Ontario ruling supports same sex right to marry abroad
By Jennifer Samara Shuber
Certified Family Law Specialist
In January 2013, an experienced Ontario family court judge, the Honourable Madam Justice Mesbur, ruled that a British civil union between a same sex couple would be recognized as a marriage in Ontario for the purposes of property division, support and, ultimately, divorce.
A conservative hold out, the United Kingdom does not permit same sex marriage. Same sex couples are, however, offered the parallel regime of being permitted to enter into “civil unions”. These civil unions, offered only to same sex partners, provide them with virtually all of the rights and responsibilities accorded to married couples other than the name.
In this case, Hincks v. Gallardo, Wayne Hincks and Gerardo Gallardo entered into a civil union in Britain in October of 2009. On January 15, 2010, the couple relocated to Toronto. After their relocation, the parties’ relationship slowly began to deteriorate. In February 2011, Gallardo filed for divorce in Ontario, but then withdrew the application. In March 2011, Hincks commenced a proceeding. In response, Gallardo took the position that the parties were not married and, as such, the application disclosed no cause of action. Hincks then asked the Ontario court to find that the civil union qualified as a marriage and could be dissolved according to Ontario law.
The sides were drawn. The Attorney General of Canada sided with Gallardo and argued that the only available relief for Hincks was in England under the Civil Partnership Act. Since the British legislation made it clear that a civil union was not a marriage, who was Canada (a colony at best) to argue?
On the other side were the Attorney General of Ontario and Hincks. They asserted that, since the rights and responsibilities in a civil union were identical to those in a marriage, it should simply be considered a marriage. The old “if it walks like a duck….” argument.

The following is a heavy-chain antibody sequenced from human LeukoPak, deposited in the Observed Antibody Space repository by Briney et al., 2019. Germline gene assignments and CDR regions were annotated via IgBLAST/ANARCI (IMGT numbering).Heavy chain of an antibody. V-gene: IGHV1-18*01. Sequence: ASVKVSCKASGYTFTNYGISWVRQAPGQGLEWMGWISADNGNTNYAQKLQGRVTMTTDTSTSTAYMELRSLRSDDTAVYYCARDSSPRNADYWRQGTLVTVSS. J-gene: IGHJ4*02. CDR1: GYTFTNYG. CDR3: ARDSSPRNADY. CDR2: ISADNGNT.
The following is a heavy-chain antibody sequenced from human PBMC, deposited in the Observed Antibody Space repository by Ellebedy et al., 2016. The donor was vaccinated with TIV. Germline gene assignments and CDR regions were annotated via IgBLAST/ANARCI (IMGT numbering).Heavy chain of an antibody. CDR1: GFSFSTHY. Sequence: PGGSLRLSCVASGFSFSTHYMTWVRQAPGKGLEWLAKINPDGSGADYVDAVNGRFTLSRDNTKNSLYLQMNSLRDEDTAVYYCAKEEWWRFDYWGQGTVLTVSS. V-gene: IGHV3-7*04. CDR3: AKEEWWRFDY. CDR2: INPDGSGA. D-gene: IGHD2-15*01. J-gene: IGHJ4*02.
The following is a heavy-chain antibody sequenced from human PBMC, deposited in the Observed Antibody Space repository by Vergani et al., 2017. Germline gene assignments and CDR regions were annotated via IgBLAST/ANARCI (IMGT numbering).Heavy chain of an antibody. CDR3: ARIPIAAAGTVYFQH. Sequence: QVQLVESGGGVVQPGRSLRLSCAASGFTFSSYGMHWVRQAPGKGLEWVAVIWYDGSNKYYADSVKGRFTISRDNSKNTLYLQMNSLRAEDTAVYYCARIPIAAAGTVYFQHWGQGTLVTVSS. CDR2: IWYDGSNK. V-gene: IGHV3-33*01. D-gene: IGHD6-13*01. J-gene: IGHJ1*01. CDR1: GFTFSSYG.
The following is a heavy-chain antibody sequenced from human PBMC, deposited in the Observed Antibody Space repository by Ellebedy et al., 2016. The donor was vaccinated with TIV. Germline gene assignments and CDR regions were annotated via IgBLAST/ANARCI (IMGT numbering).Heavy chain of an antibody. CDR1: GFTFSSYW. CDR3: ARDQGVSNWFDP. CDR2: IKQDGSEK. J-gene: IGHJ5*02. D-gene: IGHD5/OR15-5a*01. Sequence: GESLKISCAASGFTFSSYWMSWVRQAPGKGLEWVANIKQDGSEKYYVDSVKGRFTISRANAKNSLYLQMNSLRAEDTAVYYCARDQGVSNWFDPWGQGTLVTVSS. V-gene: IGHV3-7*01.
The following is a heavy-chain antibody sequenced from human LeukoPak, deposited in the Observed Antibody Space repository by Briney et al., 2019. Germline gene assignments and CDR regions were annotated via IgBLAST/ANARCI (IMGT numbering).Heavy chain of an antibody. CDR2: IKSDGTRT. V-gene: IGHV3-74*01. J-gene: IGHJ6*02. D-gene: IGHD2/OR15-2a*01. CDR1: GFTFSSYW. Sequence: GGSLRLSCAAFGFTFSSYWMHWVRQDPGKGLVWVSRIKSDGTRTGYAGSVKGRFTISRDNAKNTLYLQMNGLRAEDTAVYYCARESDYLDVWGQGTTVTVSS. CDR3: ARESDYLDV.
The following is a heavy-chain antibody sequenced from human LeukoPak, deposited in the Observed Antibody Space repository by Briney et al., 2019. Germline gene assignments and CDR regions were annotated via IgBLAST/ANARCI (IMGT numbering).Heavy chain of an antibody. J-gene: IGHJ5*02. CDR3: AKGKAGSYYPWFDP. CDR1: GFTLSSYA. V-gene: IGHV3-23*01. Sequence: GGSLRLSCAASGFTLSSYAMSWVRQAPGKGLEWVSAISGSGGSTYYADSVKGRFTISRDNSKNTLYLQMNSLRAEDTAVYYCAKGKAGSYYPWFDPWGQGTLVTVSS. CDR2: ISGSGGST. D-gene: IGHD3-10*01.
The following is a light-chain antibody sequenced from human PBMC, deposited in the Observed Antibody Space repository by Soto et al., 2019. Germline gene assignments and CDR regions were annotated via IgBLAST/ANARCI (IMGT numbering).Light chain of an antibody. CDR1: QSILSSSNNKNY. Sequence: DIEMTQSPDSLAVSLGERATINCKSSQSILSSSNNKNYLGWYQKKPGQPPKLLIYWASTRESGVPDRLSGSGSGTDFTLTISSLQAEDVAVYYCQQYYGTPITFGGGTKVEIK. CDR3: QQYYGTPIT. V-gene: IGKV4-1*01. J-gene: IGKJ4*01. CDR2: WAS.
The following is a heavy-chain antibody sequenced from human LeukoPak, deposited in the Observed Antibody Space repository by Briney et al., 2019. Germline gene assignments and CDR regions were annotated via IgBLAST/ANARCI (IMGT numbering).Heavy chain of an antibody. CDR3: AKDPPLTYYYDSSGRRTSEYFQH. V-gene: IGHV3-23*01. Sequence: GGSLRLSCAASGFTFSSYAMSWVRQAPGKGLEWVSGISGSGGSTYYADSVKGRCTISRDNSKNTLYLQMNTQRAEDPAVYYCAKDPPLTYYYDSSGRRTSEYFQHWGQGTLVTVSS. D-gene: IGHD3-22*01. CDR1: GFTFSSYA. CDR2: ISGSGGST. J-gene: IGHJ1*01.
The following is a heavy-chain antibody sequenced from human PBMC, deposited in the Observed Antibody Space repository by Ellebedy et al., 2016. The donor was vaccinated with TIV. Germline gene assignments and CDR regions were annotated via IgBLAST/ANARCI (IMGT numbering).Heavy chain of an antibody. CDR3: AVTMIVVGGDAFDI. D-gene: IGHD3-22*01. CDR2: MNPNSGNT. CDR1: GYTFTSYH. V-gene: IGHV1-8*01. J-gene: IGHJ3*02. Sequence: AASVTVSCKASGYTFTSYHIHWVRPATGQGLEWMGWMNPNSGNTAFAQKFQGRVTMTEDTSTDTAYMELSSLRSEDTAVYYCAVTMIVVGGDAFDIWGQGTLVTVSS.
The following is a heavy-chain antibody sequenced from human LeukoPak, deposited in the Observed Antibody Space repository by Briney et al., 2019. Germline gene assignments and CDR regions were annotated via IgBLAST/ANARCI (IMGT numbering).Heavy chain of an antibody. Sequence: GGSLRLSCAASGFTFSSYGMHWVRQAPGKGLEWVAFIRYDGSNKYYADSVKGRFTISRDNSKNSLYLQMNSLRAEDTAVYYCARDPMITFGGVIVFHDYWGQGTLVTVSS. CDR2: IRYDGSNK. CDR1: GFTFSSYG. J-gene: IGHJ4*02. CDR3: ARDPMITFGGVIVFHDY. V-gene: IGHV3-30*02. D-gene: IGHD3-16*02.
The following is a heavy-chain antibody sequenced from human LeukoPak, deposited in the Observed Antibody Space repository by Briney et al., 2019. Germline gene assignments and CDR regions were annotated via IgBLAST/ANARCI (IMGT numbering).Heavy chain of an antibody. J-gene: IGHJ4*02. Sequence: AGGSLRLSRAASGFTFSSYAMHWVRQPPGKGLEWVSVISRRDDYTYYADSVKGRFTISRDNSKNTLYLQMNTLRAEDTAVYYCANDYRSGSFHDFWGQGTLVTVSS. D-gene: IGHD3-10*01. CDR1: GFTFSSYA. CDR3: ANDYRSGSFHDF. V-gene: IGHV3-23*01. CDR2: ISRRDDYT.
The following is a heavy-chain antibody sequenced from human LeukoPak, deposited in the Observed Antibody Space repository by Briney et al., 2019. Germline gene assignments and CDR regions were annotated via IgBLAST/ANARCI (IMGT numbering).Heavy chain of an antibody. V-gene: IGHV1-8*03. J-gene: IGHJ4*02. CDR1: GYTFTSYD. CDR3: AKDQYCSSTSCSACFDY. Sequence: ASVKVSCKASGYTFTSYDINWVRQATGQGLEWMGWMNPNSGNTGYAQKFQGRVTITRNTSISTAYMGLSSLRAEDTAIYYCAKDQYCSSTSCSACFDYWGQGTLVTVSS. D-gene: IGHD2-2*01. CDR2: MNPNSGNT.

Justice Mesbur issued a declaratory order that the civil partnership was a “marriage” and that, as such, the parties were to be considered “spouses” as defined by the Ontario legislation. Her Honour’s decision was primarily based on a refusal to compound or condone the discriminatory denial of marriage to same sex couples in Britain:
The parties entered into a civil partnership in the UK. They could not choose to get married in the UK because that country does not permit same sex couples to marry. That policy position runs contrary to Canadian public policy because Canadian law finds discrimination on the basis of sexual orientation prohibited under the Charter. Canadian law specifically holds that only equal access to marriage for civil purposes would respect same sex couples’ right to equality without discrimination. Canadian law specifically holds that a civil union, as an institution other than marriage, would not offer same sex couples that equal access and would violate their human dignity, in breach of the Charter.
Failing to recognize this UK civil partnership as a marriage would perpetuate impermissible discrimination, primarily because in the UK these parties could not marry because of their sexual orientation, but had to enter into a civil partnership instead.
Their union is a lawful union under the laws of the UK. Their union is of two persons, to the exclusion of all others. In the simplest terms it meets the statutory definition of marriage in Canada. Because these parties could not marry in the UK, but had to enter into a civil partnership there instead, they have suffered discrimination on the basis of their sexual orientation.
In the particular circumstances of this civil partnership, where the parties were denied the choice to marry in the place where the union was celebrated I would perpetuate impermissible discrimination if I failed to recognize their civil partnership as a marriage.
This ruling continues the proud Ontario tradition (does a mere decade qualify as a proud tradition? ) of respect for freedom of choice and recognition of all kinds of relationships that started with our very own 2003 “right to marry” case Halpern et al. It was heartening to read Justice Mesbur’s decision confirming the court’s commitment to the express values of equal access to marriage for all couples, same sex or not. We’ve come a long way, baby.
Read Toronto Family Law Blog